Exploring the Rainforest on Bastimentos Island
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Exploring the Rainforest on Bastimentos Island - PowerPoint PPT Presentation

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Exploring the Rainforest on Bastimentos Island. Panama’s rainforests exhibit a staggering array of plant and animals. Numbers such as these hint at the extent of the biodiversity: 940 bird species, 10,000 plant species including 1,200 species of orchids, 1,500 species of trees, and,

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  • Panama’s rainforests exhibit a staggering array of plant and animals. Numbers such as these hint at the extent of the biodiversity:

  • 940 bird species,

  • 10,000 plant species including 1,200 species of orchids,

  • 1,500 species of trees, and,

  • 678 fern species.

  • Panama has set aside 25% of its land area for conservation and created 14 National Parks. Unfortunately, pressure on these protected ecosystems continues to diminish the population of some of the most spectacular species including the Jaguar, Harpy Eagle, American Crocodile, and Ocelots.

  • Our hike in the rainforest introduced us to examples of the remarkable biodiversity and to the tragic consequences of human actions.

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We started out on Isla Colon and traveled on a water taxi to Isla Bastimentos. Our destination was Old Town and “Tio-Tom’s” Hostel. Tom, a German national with ten years experience in Bocas del Toro, agreed to guide us into the island’s rainforest. Old Town, the largest settlement on Bastimentos, is on the northwest tip of the island. From Tom’s we boarded a dugout canoe powered by a five horsepower outboard motor and set out along the southwest coast of the bay.

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As we neared the end of the Bay, we spotted rivers flowing through the mangroves. The exposed river bank and roots indicated that the tide was out and our journey up-river might be shorter than expected.

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This muddy river was deep enough to allow us to travel through the mangrove swamp. Tom pointed out the red mangrove and later the white mangrove trees as he piloted the canoe up the twisting river. Each tree has unique adaptations to allow their roots to survive in the salt-saturated soil. The mangrove ecosystem is rich in animal life, particularly marine animals. Crabs, small fish, caimans, oysters, and egrets are a few of the species that reside in this environment. To learn more about the mangrove ecosystem follow the link to the Smithsonian Institute’s virtual tour of Mangel Cay.

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One of the first animal species we spotted was a through the mangrove swamp. Tom pointed out the black hawk (Buteogallus anthracinus.) Perched above the river, our presence caused no change in it’s behavior. The hawk calmly watched as we passed directly beneath its point of lookout. The branch hung out over the water. From there the hawk could scan the river and banks for food. A predator of small fish, land crabs, snakes and frogs, this bird was ideally placed to find a meal.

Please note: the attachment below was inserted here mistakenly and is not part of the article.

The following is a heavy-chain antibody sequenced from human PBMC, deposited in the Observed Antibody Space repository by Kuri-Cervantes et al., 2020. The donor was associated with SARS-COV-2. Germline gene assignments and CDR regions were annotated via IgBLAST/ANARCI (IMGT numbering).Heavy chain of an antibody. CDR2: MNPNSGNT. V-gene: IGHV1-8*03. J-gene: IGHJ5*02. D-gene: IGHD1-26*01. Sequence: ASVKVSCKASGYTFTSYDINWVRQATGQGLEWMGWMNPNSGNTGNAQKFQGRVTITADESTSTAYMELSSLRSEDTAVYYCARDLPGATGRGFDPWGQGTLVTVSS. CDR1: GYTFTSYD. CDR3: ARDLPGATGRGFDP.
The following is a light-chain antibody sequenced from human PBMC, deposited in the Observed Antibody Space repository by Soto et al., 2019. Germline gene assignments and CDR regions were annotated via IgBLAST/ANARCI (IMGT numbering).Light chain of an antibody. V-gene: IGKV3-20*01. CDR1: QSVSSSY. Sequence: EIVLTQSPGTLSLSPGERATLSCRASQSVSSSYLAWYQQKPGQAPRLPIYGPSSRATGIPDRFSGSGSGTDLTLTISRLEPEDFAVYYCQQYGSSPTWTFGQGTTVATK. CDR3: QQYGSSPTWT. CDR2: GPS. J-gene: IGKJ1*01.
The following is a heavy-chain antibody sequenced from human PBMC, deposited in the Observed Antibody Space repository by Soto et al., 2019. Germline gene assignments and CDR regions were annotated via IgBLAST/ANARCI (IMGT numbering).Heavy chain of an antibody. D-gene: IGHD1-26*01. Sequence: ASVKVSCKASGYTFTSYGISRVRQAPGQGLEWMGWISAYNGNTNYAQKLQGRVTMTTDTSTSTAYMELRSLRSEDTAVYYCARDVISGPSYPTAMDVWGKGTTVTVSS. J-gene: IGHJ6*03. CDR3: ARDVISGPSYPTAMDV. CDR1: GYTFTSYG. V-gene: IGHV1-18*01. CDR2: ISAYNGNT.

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Red mangrove seedlings emerge and grow along the river bank. The red mangrove is critically important for holding the soil in place. The black soil horizon extending down to the water line indicates the lack of oxygen. The black color is due to the accumulation of sulfur compounds in the soil.

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Panama has fourteen The red mangrove is critically important for holding the soil in place. The black soil horizon extending down to the water line indicates the lack of oxygen. The black color is due to the accumulation of sulfur compounds in the soil. National Parks. Our destination was Bastimentos Island National Marine Park (BINMP) which covers an area of nearly 30,000 acres of land and sea. We expected to reach an area of mature tropical rainforest. The Nature Conservancy is an active participant in the group developing the management plan for the park.

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We crossed smaller streams as we climbed up and away from the river. The soil was saturated with water and in places it was like stepping into pudding. The forest had been cleared in this area approximately 30 years ago. The remnants of an abandoned cacao plantation were scattered amongst the native vegetation.

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Further into the park we reached this area of secondary forest. The larger trees are 60 to 80 years old and the buttressed roots are forming. The forest still allows light to reach the forest floor stimulating the growth of tree seedlings. This part of the rainforest has yet to develop a mature canopy.